Last updated: October 23, 2020
On March 30, 2009, the United States Congress designated the Northern Plains National Heritage Area (NOPL NHA) into existence. The Northern Plains Heritage Foundation is the coordinating entity for the heritage area who celebrates traditional and modern native cultures, farming and ranching heritage, and its infinite legacies.
The Northern Plains National Heritage Area is rooted in the historical significance of the Missouri River. The first peoples traversed this landscape in the Paleo and Archaic eras. Settlements of the region trace back to the ancestral homelands of the Mandan, Hidatsa, and Arikara people who utilized the fertile Missouri River bottomlands for agrarian purposes. The Oceti Sakowin ( known as “The Great Sioux Nation” in the 19th century) have ancestral ties to this nationally important lived-in landscape.
Lewis and Clark spent 1803-1804 wintering here and the Mandan and Hidatsa people helped them during their long journey. This is also where Lewis & Clark met Sakakawea (or "Sacagawea"). Indigenous communities formed relationships with the early European fur traders from the 1730s to the 1860s. Numerous European artists, such as George Catlin and Karl Bodmer, dedicated time visiting the area to paint portraits of the Mandan people and the landscapes they inhabited. Through this, the Mandan are one of the most documented indigenous groups in all of North America.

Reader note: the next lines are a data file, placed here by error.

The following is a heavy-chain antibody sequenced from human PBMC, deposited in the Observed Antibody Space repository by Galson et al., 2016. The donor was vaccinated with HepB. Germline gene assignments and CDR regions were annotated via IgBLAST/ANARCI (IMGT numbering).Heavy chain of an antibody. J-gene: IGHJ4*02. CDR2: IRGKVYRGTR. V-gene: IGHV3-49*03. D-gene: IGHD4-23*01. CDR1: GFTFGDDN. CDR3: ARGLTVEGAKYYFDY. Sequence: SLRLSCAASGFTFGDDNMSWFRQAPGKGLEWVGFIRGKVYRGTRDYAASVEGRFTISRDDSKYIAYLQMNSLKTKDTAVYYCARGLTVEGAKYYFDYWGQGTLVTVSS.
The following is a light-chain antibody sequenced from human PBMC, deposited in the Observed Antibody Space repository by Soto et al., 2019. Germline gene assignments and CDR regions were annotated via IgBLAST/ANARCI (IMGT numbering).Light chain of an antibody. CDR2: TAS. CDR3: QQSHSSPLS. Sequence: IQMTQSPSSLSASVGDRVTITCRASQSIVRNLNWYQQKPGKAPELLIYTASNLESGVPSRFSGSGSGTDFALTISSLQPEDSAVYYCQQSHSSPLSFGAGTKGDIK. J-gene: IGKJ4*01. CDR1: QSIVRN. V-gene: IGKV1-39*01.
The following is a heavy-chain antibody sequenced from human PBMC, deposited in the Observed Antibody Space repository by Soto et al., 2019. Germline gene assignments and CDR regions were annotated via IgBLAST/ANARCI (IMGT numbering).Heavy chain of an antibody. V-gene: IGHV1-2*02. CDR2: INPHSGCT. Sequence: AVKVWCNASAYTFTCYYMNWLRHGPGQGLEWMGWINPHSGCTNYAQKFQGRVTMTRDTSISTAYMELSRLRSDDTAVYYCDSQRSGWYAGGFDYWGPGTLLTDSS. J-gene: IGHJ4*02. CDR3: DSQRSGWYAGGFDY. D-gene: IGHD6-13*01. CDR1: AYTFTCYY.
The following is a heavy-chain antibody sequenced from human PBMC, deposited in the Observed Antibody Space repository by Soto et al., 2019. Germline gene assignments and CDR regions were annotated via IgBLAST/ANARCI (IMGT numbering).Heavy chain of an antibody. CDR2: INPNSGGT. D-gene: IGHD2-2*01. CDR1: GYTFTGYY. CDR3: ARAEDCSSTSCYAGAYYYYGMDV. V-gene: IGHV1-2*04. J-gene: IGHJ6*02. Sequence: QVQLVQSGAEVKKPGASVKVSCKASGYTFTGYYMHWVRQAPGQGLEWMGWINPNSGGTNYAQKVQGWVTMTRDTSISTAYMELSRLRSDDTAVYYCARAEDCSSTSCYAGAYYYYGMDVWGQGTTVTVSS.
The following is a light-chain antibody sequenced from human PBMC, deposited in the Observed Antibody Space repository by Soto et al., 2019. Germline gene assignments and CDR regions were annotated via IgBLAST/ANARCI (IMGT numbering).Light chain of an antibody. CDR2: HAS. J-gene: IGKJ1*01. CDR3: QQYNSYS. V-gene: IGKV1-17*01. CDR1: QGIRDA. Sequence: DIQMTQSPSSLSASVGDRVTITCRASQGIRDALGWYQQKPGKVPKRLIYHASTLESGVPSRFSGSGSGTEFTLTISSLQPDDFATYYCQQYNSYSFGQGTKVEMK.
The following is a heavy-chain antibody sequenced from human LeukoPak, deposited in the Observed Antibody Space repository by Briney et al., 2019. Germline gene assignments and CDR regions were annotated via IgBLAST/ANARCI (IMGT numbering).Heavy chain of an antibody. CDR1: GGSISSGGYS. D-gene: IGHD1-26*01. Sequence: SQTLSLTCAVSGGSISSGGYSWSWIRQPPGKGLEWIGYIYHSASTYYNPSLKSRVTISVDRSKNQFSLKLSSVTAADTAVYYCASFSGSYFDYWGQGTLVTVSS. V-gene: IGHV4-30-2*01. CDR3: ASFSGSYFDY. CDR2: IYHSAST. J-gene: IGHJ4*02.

With westward expansion and the tension created by encroaching Euro-American settlements, the area became the battleground for the U.S. Dakota Wars of 1862-1865. The arrival of Jay Cooke’s Northern Pacific Railroad to the area in 1872 brought a new wave of European immigration to the region. With the establishment of the railroads, global immigration descended into the area. In 1883, the Northern Pacific Railroad completed construction of a permanent bridge that spanned the Missouri River at Bismarck. Completion of the bridge in 1883 coincided with the first agricultural economic “boom” in Dakota Territory. Immigrant farmers established cooperative and social activities that influenced local politics to push for their own economic agency. In 1919, a North Dakota state-owned Mill, a state Elevator, and the Bank of North Dakota were established to allow farmers and ranchers better local market control.
The Northern Plains National Heritage Area invites you to central North Dakota to learn about and explore their heritage resources first-hand.
Historic Sites and Points of Interest:
- knife river indian villages national historic site
- lewis & clark national historic trail
- north country national scenic trail
- northern plains
- north dakota
- living landscapes
- community based
- historic preservation
- lewis and clark
- sitting bull
- george catlin
- indian village
- dakota wars
- community assistance